In the three-hour long Titanic (1997), it took James Cameron two hours to get to the point where the ship tipped everyone overboard. In Meet Joe Black, also three-hours long, the characters seem to be underwater from the word go.
I have not seen an American film so excessively, unfathomably slow and glacial since Regarding Henry (1991). The serene, ghostly way that characters move through doors, rooms, behind windows; the manner in which quizzical bits of comedy are stretched out like a piece of performance art; the perpetually stunned look on everyone's faces, as if they were recovering from a recent drug episode ...
What on earth is going on in Hollywood's latest attempt at a mystical love story in the vein of Ghost (1990)?
The leaden pace and the relentlessly luminous lighting are doubtless the signs by which director Martin Brest (Scent of a Woman, 1992) wishes to inform us of the seriousness of his intentions. But this elaborate remake of Death Takes a Holiday (1934) is a bizarre and muddled exercise. Its fuzziness (visual as well as conceptual) almost obliterates the inherent fascination and tear-jerking potential of the material.
Media tycoon William Parrish (Anthony Hopkins) is nearing his sixty-fifth birthday. Feeling the first tugs of mortality, he starts philosophising endlessly about what a full, great life he has led – which is probably easy to say when you're as rich, pampered and protected as this guy is.
But, one evening, the incarnation of Death – expediently re-named Joe Black (Brad Pitt) – shows up. He delays taking William away to the next world because, like Bruno Ganz in Wings of Desire (1987), he is keen to experience all earthly sensations.
Does Joe know about life on earth or not? This is only the first of many logical queries that nag at the viewer of Meet Joe Black. Joe starts out like the alien played by Jeff Bridges in Starman (1984) – an uncoordinated, innocent child, unmannered and wide-eyed. But almost instantly he transforms into a wonky clone of Cary Grant (supposedly sweet, disarming, seductive, urbane) – thus winning the fluttery heart of William's daughter Susan (Claire Forlani), who first encountered Joe's body when it housed a normal, average human being.
Here is the second of the film's logical problems. What kind of unintentionally perverse love story is this? Susan – saddled with the typical movie problem of a dreary fiancé – falls head over heels for the sensitive, plain-talking, romantic 'Joe' she meets in a cafe. Then, without the slightest doubt or hesitation, she instantly transfers this love to a goofball with a completely different personality.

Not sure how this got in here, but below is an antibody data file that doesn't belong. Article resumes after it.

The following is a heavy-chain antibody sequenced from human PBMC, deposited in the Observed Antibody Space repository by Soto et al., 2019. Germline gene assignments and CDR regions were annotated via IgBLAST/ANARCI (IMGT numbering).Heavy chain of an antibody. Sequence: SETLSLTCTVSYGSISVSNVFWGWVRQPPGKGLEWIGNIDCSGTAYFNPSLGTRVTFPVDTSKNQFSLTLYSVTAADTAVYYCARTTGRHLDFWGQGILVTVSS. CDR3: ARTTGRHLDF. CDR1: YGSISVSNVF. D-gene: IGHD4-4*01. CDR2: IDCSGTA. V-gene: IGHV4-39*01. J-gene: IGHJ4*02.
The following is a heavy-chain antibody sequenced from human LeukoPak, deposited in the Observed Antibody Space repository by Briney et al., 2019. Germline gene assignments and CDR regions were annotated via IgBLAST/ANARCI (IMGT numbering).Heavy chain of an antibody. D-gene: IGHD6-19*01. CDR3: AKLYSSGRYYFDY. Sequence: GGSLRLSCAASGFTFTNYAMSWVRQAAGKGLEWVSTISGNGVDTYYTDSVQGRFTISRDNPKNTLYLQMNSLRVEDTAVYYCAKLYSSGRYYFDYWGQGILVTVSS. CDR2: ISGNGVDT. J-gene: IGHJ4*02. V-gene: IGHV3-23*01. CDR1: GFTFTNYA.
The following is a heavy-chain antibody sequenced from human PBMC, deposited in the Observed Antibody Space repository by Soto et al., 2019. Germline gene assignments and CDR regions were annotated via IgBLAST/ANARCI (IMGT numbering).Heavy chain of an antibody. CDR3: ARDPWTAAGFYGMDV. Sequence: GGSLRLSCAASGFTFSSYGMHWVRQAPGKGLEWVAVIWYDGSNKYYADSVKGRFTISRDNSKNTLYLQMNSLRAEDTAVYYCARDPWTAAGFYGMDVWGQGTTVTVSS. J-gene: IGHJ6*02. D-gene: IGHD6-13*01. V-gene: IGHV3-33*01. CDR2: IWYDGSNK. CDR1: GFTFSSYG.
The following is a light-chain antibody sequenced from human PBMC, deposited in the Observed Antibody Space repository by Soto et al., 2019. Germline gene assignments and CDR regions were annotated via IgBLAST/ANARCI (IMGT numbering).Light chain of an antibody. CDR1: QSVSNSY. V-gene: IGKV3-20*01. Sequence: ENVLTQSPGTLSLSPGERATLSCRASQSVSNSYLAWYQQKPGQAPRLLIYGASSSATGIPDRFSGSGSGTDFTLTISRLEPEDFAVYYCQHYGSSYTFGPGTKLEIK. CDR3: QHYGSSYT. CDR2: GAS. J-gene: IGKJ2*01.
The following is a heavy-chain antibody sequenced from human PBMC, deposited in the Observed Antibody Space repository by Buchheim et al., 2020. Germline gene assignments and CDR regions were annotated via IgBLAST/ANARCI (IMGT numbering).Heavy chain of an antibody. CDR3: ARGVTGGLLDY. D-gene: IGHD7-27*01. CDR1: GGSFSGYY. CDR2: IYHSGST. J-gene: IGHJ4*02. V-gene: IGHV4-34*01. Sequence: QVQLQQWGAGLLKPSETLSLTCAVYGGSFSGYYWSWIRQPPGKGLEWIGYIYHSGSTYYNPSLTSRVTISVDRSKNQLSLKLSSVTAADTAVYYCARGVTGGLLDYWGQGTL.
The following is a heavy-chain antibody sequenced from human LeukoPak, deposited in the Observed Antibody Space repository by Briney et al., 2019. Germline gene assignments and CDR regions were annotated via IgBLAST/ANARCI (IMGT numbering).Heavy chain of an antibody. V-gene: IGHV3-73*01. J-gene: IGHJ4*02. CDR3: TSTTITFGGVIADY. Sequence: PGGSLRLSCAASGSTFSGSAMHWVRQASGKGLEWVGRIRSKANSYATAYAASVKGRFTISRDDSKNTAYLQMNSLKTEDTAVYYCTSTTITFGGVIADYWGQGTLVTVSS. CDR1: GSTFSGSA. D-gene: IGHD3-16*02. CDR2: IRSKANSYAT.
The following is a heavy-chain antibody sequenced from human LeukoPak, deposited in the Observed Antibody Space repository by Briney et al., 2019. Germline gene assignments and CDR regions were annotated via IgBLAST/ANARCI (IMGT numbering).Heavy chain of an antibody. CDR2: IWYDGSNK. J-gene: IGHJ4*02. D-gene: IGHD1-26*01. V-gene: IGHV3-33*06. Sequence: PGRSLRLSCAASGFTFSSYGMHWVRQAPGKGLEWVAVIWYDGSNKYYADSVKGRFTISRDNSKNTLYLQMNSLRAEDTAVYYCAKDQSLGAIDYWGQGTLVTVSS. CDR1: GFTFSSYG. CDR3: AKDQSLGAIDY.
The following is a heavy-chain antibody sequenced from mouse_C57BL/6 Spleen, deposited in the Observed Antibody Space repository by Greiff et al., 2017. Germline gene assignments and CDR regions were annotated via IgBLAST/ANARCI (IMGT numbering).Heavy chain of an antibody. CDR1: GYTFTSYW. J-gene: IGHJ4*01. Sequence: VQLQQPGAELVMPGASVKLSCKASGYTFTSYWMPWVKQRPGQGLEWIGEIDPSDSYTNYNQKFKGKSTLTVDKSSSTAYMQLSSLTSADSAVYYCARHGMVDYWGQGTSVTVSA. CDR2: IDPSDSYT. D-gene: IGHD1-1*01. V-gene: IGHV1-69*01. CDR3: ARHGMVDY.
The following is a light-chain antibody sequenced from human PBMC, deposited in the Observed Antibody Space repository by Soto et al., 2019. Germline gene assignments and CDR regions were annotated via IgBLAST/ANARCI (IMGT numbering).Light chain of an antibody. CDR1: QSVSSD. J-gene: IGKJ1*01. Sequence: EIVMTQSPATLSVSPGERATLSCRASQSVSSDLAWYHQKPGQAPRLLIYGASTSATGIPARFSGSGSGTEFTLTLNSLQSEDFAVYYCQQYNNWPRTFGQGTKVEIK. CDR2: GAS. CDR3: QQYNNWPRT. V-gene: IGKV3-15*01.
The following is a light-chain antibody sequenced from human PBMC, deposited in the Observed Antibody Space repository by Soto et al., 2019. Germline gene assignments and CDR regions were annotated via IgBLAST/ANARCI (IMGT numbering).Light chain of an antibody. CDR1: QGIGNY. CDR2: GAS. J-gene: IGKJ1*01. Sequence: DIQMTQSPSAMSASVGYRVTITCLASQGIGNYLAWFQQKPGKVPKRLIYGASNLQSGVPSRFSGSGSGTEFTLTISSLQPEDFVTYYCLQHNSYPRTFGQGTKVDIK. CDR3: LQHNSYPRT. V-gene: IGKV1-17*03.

The only possible explanation for her behaviour is Brad's good looks – and the film wastes no opportunity to remind us (in words and images) just how beautiful he is meant to be.
Watching the film try to squirm out of the complications created by this queer premise is a spectacle in itself. But there is more. Why is a movie that trades so shamelessly on pop mysticism willing to personalise Death while refusing to utter the dreaded G-word: God? Why doesn't Death practice safe sex? And the ending (which will remain undisclosed here) creates far more confusion than it resolves.
Some movies are beyond labels of good or bad; they are so strange, they demand to be experienced and mused over. Meet Joe Black – named MJB in the press kit, doubtless to give it the hip allure of MIB (Men in Black, 1997) – is one such oddity.
Some of the more earthly aspects of the story – especially the fraught relation between William and Susan – work very effectively on an audience's emotions. But Brest's ambitions are located elsewhere: in all the tortuous, sub-Carl Dreyer moments when characters realise a profound truth or 'touch the absolute'.
Such zany highpoints simply have to be seen to be disbelieved.
© Adrian Martin March 1999